The Situation of the Self-Employed
About this Session
Wed. 10.04.'24 17:25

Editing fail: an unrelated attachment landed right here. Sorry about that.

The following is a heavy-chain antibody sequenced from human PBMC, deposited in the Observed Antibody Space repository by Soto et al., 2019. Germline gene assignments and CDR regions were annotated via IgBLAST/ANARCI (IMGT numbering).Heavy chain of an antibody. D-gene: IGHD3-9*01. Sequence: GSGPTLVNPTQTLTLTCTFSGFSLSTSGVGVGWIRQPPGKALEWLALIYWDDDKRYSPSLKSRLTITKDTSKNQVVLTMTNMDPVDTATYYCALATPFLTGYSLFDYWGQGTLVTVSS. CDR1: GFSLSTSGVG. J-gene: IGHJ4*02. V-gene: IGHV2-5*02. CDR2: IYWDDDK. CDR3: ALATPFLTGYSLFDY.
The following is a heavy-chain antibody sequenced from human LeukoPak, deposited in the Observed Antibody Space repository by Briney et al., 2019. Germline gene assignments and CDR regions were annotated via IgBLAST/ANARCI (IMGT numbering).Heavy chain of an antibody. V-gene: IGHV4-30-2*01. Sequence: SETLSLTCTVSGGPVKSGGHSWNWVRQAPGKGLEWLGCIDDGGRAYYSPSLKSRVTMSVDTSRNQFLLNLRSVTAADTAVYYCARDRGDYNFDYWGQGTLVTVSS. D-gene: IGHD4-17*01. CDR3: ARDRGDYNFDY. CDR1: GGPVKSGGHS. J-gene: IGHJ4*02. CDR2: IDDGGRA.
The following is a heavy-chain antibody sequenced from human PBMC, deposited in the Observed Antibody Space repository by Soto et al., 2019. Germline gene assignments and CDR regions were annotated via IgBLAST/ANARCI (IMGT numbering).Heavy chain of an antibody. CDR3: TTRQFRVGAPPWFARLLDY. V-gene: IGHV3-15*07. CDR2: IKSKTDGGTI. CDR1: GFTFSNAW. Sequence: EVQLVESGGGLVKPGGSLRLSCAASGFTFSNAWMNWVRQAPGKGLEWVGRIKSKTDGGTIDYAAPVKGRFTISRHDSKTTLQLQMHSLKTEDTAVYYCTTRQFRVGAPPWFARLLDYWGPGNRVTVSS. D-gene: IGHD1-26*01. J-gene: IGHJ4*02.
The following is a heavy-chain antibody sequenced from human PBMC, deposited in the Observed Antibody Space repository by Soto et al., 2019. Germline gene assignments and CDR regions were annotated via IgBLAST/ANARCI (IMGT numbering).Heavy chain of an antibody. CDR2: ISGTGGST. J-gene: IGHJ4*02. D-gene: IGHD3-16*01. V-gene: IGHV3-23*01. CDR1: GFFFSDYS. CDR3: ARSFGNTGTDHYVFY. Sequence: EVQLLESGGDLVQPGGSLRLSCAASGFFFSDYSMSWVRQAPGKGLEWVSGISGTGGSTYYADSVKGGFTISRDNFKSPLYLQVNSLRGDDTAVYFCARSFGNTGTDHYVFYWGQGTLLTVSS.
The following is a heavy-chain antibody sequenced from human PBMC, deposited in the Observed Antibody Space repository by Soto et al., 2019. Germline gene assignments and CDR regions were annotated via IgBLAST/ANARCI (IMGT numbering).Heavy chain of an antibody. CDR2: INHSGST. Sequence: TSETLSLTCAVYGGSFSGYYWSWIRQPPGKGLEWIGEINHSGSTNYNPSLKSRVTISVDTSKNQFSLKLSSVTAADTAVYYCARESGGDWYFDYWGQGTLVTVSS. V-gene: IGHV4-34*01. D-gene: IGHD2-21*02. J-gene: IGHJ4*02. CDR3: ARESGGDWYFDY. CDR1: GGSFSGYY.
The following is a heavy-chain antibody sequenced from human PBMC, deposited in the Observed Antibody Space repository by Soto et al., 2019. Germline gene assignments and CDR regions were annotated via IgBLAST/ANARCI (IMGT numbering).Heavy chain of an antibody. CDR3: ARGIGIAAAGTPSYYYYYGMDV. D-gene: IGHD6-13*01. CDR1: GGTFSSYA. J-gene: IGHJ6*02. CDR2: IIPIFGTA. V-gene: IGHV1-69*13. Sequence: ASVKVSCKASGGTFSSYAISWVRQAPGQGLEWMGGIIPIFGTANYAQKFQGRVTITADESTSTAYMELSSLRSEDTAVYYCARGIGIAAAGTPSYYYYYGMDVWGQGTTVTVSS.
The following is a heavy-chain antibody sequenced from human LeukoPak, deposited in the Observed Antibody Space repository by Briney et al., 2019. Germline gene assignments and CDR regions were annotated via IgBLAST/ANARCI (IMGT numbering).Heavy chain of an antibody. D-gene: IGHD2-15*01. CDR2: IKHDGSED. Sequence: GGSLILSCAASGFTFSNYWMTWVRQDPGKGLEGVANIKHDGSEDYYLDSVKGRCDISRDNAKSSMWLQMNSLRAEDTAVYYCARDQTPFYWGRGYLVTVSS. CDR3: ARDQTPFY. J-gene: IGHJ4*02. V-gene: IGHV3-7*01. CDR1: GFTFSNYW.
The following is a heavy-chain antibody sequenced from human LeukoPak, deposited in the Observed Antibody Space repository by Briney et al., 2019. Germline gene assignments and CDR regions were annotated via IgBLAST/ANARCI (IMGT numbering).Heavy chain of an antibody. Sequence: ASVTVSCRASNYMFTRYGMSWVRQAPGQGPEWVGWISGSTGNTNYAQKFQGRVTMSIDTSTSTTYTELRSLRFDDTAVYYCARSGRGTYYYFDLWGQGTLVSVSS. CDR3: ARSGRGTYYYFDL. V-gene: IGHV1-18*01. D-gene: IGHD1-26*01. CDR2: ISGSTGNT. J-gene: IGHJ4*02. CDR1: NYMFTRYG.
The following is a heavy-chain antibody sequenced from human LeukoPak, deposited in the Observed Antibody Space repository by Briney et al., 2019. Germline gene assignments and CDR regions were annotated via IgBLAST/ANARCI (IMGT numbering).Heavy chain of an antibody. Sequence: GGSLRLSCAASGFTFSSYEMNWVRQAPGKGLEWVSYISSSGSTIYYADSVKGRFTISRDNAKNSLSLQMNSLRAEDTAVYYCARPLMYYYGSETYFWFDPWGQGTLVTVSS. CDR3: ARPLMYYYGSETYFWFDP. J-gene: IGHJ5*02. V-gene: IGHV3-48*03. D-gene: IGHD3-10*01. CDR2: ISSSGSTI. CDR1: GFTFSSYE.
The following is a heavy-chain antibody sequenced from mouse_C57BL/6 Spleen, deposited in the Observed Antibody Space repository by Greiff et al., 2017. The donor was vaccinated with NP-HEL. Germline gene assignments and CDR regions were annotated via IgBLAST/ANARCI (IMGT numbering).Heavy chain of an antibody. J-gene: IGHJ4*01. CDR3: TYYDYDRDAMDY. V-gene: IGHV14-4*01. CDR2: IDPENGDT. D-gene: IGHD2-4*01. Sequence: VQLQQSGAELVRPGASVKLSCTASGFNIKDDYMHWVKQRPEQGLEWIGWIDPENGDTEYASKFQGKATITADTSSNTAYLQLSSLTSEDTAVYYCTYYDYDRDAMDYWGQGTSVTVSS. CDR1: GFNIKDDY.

The COVID-19 pandemic has abruptly and fundamentally changed people’s lives across the globe. One key focus in the public and academic debate was the unequal distribution of adversity and advantage when coping with the burdens resulting from the COVID-19 pandemic and related restrictions to help contain the virus (e.g., shutdowns and social distancing). Although the whole population faced these burdens and risks, differences in the available private and public resources and support measures created unequal chances to cope with the COVID-19 pandemic. It quickly became apparent that especially the self-employed were hard hit by the pandemic restrictions and a lack of governmental support measures to buffer the adverse consequences (Eurofound, 2020; Kritikos et al., 2020; Schulze Buschoff & Emmler, 2021; Kalenkoski & Pabilonia, 2020). For instance, one of Germany’s most important and highly effective instruments to secure employment and stabilize the labor market was the easier access to the short-time work scheme (Bonin et al., 2021). However, self-employed did not benefit from this instrument and were generally more poorly protected against social risks as support measures only covered the monetary gap to cover fixed business expenses, not living costs (Grabka, 2021). As a result, self-employed faced more severe income losses, working hours reductions, and increases in unemployment, with many giving up their self-employment (Kritikos et al., 2021; Hanschke & Strauß, 2021; Schulze Buschoff & Emmler, 2021). Hence, the COVID-19 pandemic highlighted the vulnerability of this group regarding appropriate social protection, a topic already discussed long before the pandemic. But did the self-employed recover from the adverse effects of the COVID-19 pandemic? Is there heterogeneity in adversity among the group of self-employed creating inequality between groups? Has the pandemic deepened inequality between the self-employed and employees? To uncover these questions, we focus on how employees and self-employed strains regarding their financial situation, working conditions, and job security have developed during the pandemic. Furthermore, we explore how the self-employed assess the situation of the COVID-19 pandemic and its consequences today and to what extent their experience of the crisis has shaped their preference for including the self-employed in the social security systems. To explore these questions, we utilize the WSI-Erwerbspersonenbefragung data persisting of 11 Waves starting from April 2020 to November 2023.